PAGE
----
Growing up in Dunwoody, Kristen Hard loved to make things.

“I was always into food, from the time I was a child,” she said recently. “I was always in the kitchen wanting to make stuff.” At the same time, “All I ever wanted was a chemistry set. I was really into science. I was really into invention.”

Joe Earle is editor-at-large at Reporter Newspapers and has lived in metro Atlanta for over 30 years. He can be reached at

“I think I kind of always had this brain where I have a balance with this obsession for science and for art,” she said.

Jump forward a few years. In her 20s, Hard was working as a private chef on a yacht. During a stop in the Caribbean, she had an epiphany. The two sides of her brain came together when she discovered chocolate – real chocolate – came from the seeds hidden inside the fruit of a tropical tree and wasn’t simply concocted in a huge factory.

“It blew my mind. It was like all these dots connected… like the stars aligned.”

Hard set about learning how to make chocolate from scratch.

She produced small batches of chocolate for herself and friends. She experimented. In 2004, she moved back to Atlanta and started selling her chocolate through farmer’s markets and street fairs.

When Hard started out, she was among a handful of custom bean-to-bar chocolate makers in the country, she said, and the only one in the southeastern U.S. Now her chocolates draw widespread attention. Notices from magazines such as Travel + Leisure, Food + Wine and Oprah decorate the walls of her office in her northwest Atlanta factory.

Her company, Cacao Atlanta Chocolate Co., makes luxury chocolate directly from cacao beans and sells scores of chocolate treats — such as $3 chocolate truffles and $8 chocolate bars and $21.50 Salame di Cioccolato, which looks like salami — through a Buckhead shop and a café in Virginia-Highland.

Hard says she’s set her sights set on an even grander goal. She wants to make the best chocolate in the world. And maybe, in the process, help save chocolate itself for the future.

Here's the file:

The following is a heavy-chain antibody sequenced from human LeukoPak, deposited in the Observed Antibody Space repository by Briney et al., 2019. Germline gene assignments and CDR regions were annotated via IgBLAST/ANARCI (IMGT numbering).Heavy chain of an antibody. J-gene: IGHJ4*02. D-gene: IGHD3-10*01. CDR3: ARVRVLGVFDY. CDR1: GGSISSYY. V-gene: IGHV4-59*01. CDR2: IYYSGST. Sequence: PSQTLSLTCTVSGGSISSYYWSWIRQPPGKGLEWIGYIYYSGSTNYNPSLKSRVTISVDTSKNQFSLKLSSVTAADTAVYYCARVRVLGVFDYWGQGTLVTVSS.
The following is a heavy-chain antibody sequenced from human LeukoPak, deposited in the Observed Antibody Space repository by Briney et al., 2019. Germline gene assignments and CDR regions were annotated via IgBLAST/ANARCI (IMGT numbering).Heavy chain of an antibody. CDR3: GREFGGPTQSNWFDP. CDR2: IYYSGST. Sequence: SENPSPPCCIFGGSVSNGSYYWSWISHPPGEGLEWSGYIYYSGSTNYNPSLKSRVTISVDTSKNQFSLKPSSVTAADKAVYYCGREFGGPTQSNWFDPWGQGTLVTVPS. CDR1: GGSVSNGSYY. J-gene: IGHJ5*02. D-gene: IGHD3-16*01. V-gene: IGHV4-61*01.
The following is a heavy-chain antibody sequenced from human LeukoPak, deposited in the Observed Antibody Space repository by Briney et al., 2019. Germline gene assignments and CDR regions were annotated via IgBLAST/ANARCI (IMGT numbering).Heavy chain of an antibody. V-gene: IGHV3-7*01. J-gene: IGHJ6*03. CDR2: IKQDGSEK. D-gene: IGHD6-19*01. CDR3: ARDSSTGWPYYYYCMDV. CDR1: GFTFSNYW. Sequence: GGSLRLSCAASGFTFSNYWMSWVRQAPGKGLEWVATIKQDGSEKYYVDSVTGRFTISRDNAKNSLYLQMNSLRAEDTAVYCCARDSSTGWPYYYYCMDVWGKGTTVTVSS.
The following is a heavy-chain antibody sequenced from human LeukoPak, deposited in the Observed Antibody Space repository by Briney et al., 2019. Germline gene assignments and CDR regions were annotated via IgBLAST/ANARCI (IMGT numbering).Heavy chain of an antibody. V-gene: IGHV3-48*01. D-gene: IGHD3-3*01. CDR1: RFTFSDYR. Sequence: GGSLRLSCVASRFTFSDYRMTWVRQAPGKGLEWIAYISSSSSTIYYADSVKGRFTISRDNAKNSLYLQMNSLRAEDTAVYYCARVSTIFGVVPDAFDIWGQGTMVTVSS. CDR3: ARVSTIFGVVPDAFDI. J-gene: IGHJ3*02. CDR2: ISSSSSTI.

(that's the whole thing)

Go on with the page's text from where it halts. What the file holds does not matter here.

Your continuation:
After she got into the chocolate business, Hard said she discovered its problems. It’s a far-flung industry, with small farms in Central and South America and Africa and manufacturers spread around the world. “I started understanding the industry and the corruption and the lack of quality,” she said.

“Over the last 100 years, cacao has been bred [to increase] disease resistance and yield,” she said. “They have bred out flavors.”

Kristen Hard of Cacao Atlanta Chocolate Co. (Special)

She decided that if she wanted to make the best chocolate in the world, she needed to work with the best raw materials. She went looking for better chocolate beans. She said she worked with cacao farmers and at one point even owned her own farm in Peru.

She says she found what she wanted in old chocolate trees that produced fruit that is sweeter, not as bitter, “more elegant.” “I’m looking for the rarest, the less than 1 percent, cacao,” she said. “It exists. It’s really hard to find. It’s hard to find farmers who are growing it.”

Hard said she’s now working to convince farmers to grow rare, heirloom varieties of cacao. At the same time, she wants to create a market that would allow those farmers to be able to afford to grow those varieties. “We basically have created a new market for cacao that has never been seen before,” she said.

That means making chocolate that’s expensive. That doesn’t worry Hard. “Chocolate is a luxury,” she said. “A dark chocolate, fine chocolate, is a luxury. It’s not a foodstuff, like rice. It shouldn’t be treated like a commodity.”

She also worries about finding ways to replace aging cacao farmers. Their children are moving away or to other crops, she said, which may mean real chocolate will grow even rarer, more expensive. “What happens when [the farmers] die?” she asked.

She thinks it’s worth the struggle.

“I am trying to redefine things so our children and children’s children will have this,” she said. “I just feel like there is a way to make a change in this world if you put your mind to it.”